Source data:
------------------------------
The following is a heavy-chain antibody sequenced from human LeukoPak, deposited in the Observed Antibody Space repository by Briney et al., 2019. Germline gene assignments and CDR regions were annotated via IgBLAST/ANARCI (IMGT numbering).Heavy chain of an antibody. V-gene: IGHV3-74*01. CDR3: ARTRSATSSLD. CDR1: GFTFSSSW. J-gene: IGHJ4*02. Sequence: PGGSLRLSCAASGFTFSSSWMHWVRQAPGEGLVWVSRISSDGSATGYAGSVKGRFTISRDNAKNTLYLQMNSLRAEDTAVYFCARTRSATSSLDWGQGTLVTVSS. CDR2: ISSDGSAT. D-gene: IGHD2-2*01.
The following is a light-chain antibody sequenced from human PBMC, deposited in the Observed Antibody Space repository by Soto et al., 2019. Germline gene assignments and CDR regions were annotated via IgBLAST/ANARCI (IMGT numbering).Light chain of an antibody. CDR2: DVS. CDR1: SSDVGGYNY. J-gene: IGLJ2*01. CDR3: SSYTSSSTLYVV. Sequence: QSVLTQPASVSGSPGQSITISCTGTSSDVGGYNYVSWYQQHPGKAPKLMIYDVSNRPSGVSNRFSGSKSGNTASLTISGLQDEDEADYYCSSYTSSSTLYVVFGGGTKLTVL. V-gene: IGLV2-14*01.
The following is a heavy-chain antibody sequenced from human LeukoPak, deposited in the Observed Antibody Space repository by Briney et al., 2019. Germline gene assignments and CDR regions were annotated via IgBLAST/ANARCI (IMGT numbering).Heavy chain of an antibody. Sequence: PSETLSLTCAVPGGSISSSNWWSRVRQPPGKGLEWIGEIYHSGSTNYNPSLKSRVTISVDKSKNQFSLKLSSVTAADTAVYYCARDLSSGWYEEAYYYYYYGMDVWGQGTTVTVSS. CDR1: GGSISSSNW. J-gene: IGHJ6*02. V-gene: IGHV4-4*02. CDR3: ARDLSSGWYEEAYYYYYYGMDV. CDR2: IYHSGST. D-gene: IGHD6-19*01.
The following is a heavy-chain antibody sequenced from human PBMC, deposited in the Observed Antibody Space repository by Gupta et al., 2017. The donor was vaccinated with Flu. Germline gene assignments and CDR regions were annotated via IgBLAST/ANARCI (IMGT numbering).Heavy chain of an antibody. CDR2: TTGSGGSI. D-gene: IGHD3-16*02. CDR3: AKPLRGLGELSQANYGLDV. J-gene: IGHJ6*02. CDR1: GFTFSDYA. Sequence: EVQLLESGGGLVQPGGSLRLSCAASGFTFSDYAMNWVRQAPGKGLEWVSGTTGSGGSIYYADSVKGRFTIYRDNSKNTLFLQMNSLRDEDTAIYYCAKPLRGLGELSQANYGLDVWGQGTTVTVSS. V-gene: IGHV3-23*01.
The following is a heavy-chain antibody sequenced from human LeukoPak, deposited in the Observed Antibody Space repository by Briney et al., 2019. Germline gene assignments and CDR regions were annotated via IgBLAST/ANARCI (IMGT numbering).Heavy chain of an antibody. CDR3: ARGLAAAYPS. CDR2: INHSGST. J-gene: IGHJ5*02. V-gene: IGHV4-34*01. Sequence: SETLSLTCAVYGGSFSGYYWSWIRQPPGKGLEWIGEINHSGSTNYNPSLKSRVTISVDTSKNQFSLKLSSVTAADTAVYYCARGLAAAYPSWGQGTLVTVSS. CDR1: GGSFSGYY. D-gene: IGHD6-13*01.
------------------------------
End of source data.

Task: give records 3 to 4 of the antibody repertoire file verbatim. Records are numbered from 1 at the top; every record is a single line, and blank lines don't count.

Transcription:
The following is a heavy-chain antibody sequenced from human LeukoPak, deposited in the Observed Antibody Space repository by Briney et al., 2019. Germline gene assignments and CDR regions were annotated via IgBLAST/ANARCI (IMGT numbering).Heavy chain of an antibody. Sequence: PSETLSLTCAVPGGSISSSNWWSRVRQPPGKGLEWIGEIYHSGSTNYNPSLKSRVTISVDKSKNQFSLKLSSVTAADTAVYYCARDLSSGWYEEAYYYYYYGMDVWGQGTTVTVSS. CDR1: GGSISSSNW. J-gene: IGHJ6*02. V-gene: IGHV4-4*02. CDR3: ARDLSSGWYEEAYYYYYYGMDV. CDR2: IYHSGST. D-gene: IGHD6-19*01.
The following is a heavy-chain antibody sequenced from human PBMC, deposited in the Observed Antibody Space repository by Gupta et al., 2017. The donor was vaccinated with Flu. Germline gene assignments and CDR regions were annotated via IgBLAST/ANARCI (IMGT numbering).Heavy chain of an antibody. CDR2: TTGSGGSI. D-gene: IGHD3-16*02. CDR3: AKPLRGLGELSQANYGLDV. J-gene: IGHJ6*02. CDR1: GFTFSDYA. Sequence: EVQLLESGGGLVQPGGSLRLSCAASGFTFSDYAMNWVRQAPGKGLEWVSGTTGSGGSIYYADSVKGRFTIYRDNSKNTLFLQMNSLRDEDTAIYYCAKPLRGLGELSQANYGLDVWGQGTTVTVSS. V-gene: IGHV3-23*01.